(first posted 10/28/2015) We were on a walk, and I suddenly started trotting when I spotted the distinctive grille of this Jeep Wagoneer down the street. Wow; I’ve been looking for an early ’63-’65 Wagoneer for as long as I’ve been doing CC, to do a definitive write-up on what was one of the most significant pioneers of the modern SUV genre. When I noticed the lack of a solid front axle, I got really excited. It’s one of the rare independent front suspension versions! I couldn’t believe my luck…literally.
It was too good to be true. One look inside told me what I had been fearing since I noticed the non-stock wheels. This is not an original. It’s had a Ford Explorer dash-ectomy. Ugh. And I so much love those original old steel and chrome Wagoneer dash boards. Bummer.
I dropped down to look underneath, and sure enough: that’s not the very distinctive Jeep IFS that used a live, pivoting “swing axle” for its lower control arms, and upper control arms with torsion bars. A bit like the original Explorer and other Ford twin-beam front ends, but without the camber change. It was a one of a kind. This looks like one of a million other Ford Explorer front ends, after it went to conventional IFS in 1995.
I don’t know why I even bothered to raise the hood, as I knew the also very unusual and rare Willys Tornado SOHC six was undoubtedly gone too. Sure enough, and replaced by a pushrod Ford 4.0 V6.
I would have loved to wax eloquently about the terrific styling job done by Brooks Stevens, and the similarity to the Studebaker Lark Wagonaire from this view. The Jeep Wagoneer lasted for 30 years! And still was interesting to look at after all that time.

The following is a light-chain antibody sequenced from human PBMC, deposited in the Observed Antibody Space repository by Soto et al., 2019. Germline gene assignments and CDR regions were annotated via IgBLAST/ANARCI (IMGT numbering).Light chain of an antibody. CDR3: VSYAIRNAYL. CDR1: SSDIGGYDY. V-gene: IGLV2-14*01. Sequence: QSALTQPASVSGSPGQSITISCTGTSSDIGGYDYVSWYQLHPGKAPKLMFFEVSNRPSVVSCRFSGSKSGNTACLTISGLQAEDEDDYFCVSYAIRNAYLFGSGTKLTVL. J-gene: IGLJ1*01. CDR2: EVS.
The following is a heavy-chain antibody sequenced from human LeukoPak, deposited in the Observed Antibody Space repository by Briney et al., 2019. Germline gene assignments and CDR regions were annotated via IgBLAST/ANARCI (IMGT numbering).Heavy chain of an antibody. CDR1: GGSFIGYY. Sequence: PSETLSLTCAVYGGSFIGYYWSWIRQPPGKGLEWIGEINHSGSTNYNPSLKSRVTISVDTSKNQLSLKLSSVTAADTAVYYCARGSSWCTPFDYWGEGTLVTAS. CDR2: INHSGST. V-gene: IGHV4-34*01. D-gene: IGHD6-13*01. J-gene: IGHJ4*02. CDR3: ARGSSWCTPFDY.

I have fond memories of things that happened in the back seat of a ’65 Wagoneer at a drive in movie on a very frigid Iowa April Saturday night, with a new girl friend. We found creative ways to keep warm, and didn’t care what the other high school aged couple in the front seat thought about the moans. The driver’s parents owned the jeep, bought after a move to an old farm outside Iowa City and used to haul kids and a horse trailer. The Tornado six didn’t stand up to the abuse too well, and was eventually replaced by a big Fury with a 383.
It’s an odd front end, for 1963 design state-of-the-art, and one that was replaced by 1966 already, although the Jeep Gladiator trucks kept it on for a couple more years yet. Brooks Stevens was of course an early exponent of the neo-classic movement that was just getting under way at the time, including his Excalibur, that appeared just a few years later. of course, the 1959 Studebaker Lark as well as the 1960 Valiant may well have been an influence too.
No, the hood ornaments are not original.
One of these days, I’ll find the real thing. Although I get the idea of having an updated car, especially a classic shape like this one, but I just can’t quite warm up to this one. That plasticky Explorer dash gave me the willies.
So I’ll keep looking. And hoping. For a genuine 1963-1965 Wagoneer, with the original SOHC six (which has quite a story), and the unique torsion bar IFS. It may be a while…